Endangered Species

Georgia has a wide range of flora and fauna, but many of those species are on the path to extinction and will become no more than a fond memory or a display at your local museum. Of course by no means is Georgia the only state with species facing this issue. This issue prompted the creation of the Endangered Species Act of 1973 which protects both the species in question along with their habitat. However, the act has received much criticism since it was first made into law and has been weakened over time. One such case was with the amendments of 1978 which created a committee (the “God Squad”) that was allowed to rule on whether or not an endangered species outweighed the cost of the project that was threatening them. Though the act has been weakened throughout the years it is still a strong piece of legislation.
There are numerous species listed as threatened and endangered throughout the nation. Threatened and endangered species are species that are on the verge of extinction or will be in the near future if we do not do anything now to help prevent it. Currently in Georgia we have 40 animal species listed in this state that occur in this state. We have a few other species listed that do not occur in this state and a few more that are listed in other states, but not in Georgia. We also have 22 plants species listed in the state that include some beautiful flowering plants.
Of the 40 species listed the most endangered on this list are the mussels. There are 15 endangered mussel species in this state that are endemic to the area. These mussels can’t be found anywhere else in the world so once they are gone they are gone for good. Fish have the second highest number of endangered species on the list with eight species. Most of the species on the list are small fishes that you would not think twice about while out on water, but they provide many important biological services that we could lose if they were to disappear. Mammals and reptiles both have six species on the list with the majority of them being aquatic species in both categories. There are three whales and a manatee listed for mammals and 5 sea turtles listed on the reptile’s side. Of the other 5 species left to mention on the list they include two snails, two birds and one amphibian. Of those species three of them live in water and one of them depends on wetlands and rivers for habitat and food. The fifth species is a bird known as the red-cockaded woodpecker that can be found in areas near Columbus and Fort Benning.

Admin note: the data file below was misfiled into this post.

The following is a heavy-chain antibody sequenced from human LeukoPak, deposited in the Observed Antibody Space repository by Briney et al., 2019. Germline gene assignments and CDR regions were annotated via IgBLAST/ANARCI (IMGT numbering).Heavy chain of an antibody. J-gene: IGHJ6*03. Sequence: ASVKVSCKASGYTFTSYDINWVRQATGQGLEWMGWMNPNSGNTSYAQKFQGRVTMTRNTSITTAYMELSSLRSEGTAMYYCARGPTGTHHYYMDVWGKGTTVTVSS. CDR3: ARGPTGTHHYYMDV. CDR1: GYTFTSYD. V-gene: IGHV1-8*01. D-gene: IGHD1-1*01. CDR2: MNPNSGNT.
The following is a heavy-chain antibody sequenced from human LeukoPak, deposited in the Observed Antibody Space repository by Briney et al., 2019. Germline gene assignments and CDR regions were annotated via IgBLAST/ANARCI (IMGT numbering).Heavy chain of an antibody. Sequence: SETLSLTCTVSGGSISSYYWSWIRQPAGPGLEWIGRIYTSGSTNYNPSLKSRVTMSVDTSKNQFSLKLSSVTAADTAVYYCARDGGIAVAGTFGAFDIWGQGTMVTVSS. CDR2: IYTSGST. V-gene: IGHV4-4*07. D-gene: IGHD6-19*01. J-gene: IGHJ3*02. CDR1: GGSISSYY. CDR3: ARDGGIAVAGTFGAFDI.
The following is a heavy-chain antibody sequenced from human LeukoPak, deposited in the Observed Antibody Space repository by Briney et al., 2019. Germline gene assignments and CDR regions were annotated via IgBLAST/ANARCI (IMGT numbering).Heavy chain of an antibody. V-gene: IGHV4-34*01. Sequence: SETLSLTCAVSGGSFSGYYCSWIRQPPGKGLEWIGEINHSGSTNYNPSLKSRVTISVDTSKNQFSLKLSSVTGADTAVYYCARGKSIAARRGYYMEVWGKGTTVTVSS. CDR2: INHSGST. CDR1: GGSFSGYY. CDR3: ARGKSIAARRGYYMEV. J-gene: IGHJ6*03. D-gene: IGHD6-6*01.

All of the species listed fulfill some sort of biological service for us that would be altered or lost if the species were to become extinct. We have control over our actions that have placed some of these species in peril. The construction of dams in rivers and their tributaries is one of the main reasons for the decline of some of the aquatic species, but the amount of pollution we place in our waters is another. Many of the major rivers are now cleaner than they used to be 50 years ago thanks to the environmental movement of the 1970s. However, there is a lot of talk going on right now about building new dams and reservoirs to hold water during these drought times. This would have a detrimental effect on the river ecosystems and the surrounding areas that would be flooded.
The introduction of exotic species, either intentionally or on accident, places many different species in peril as well. In rivers the introduction of the Asian clam has had a negative effect on mussel populations here in the South. Up North the introduction of the Zebra mussel has had an even larger effect on native species. Water hyacinth and hydrilla are two of the most notorious aquatic invasive plant species. They can both take over a water body and make it inhabitable for many different species. On land another plant species out-competing the natives is Chinese privet.
Although there are many different species listed as protected under the Endangered Species act, there are many other species that should be. Every year they come up with a list of all the possible species that should be protected and from that list they only select a few species. However, making it on the list does not mean that the species are doomed and will eventually disappear. There are some success stories that include many different species being unlisted because their population sizes have increased to the point they no longer need protection.
Endangered Species Program. Retrieved from http://www.fws.gov/endangered/